Certainly if the UK government does not present very soon a coherent picture of its desired brexit end-state, Barnier on behalf of the EU will simply begin to impose on the UK a settlement consistent with the legally-binding phase 1 agreement.
The Phase 1 agreement made it inevitable that the UK maintains a mutually agreed de facto CU with the EU during any transition period. Regulatory alignment and the avoidance of immigration checks along either the Eire/NI or between the NI and the rest of the UK, seems also to suggest an arrangement very close to continuing de facto SM membership, as , touched upon.
The current efforts of the Conservative MP, Anna Soubry, to marshal cross-party support for a EEA/EFTA + CU (Norway-plus) option, are consistent with UK adherence to that Phase 1 agreement.
She highlights other selling points, apparently directed at ‘leaver-lites’.
First, such a Norway-plus option would still allow the UK to exit the Common Agricultural and Fisheries Policies, which increases prices for UK consumers and has hastened the decline of Britain’s fishing industry.
Second, it would possibly allow some wriggle room to escape direct EJC jurisdiction – through the EFTA Court and treaty provisions.
Third,to combine the SM FOM requirement with some measure of immigration control based on work permits, as well as to negotiate alternative trade deals as a EFTA member.
The second and thirds claims or hopes are contestable, or, at least, doubtful in their actual potential relevance in practice.
What Soubry and colleagues have also not clarified is whether Norway-plus would just be a transition to another end state, or for long it would apply. This is material, as neither the EEA or EFTA were envisaged as transitional arrangements.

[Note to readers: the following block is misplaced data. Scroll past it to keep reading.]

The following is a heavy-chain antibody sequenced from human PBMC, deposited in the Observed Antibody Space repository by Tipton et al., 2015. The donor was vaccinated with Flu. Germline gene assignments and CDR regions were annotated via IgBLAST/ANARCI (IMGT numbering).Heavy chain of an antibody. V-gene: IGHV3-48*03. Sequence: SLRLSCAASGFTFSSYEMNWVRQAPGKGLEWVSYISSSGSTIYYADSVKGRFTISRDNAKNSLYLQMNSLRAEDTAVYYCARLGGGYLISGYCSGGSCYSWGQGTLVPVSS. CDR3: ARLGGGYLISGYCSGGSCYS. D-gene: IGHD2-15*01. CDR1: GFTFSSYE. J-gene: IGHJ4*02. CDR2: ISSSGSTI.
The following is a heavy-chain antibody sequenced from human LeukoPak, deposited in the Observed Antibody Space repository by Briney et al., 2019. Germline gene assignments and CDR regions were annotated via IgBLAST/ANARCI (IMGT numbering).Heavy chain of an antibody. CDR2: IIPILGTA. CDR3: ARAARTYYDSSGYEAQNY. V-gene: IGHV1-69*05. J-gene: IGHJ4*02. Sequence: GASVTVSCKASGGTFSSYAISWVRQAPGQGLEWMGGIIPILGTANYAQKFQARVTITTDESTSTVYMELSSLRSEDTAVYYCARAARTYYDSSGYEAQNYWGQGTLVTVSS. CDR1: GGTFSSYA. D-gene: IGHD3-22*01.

If it operated as a two year transition, the UK would still face a cliff edge in 2021 when it ended, as it would not be possible for the UK to negotiate alternative trade deals within that period.
In any case it remains unclear how many Conservative MP’s are prepared to sign up to support to such a position, which, in effect, commits the government to the softest brexit. Perhaps the threat of revolt is being used to force May to formally align with the Phase 1 agreement that it signed only last december.
Across the benches, it is perhaps understandable that the Labour front bench continues to be cautious in taking the lead in trying to force the government to face up the inevitability of de facto staying in the CU and SM, for fear of providing political space to May to paint Labour as the referendum-reversing party: safer instead to act as to bystanders to a mess created and made worse by the conservatives, and wait for its consequences to unravel, without risking splits within its own ranks by imposing three line whip that some Labour Brexiteers could defy.
Although it is inevitable that the government’s position will unravel, less clear is precisely when.
Yet the national interest and the particular economic interests of those of the ‘left-behinds’ located in brexit-voting constituencies, such as Sunderland, demand that Labour discharges its responsibility as the official opposition, and steps up, not only to hold the government to account for its backtracking from the Phase 1 agreement, but to require the government to adhere to it, but in such way that it can offer a electorally compelling post-brexit vision.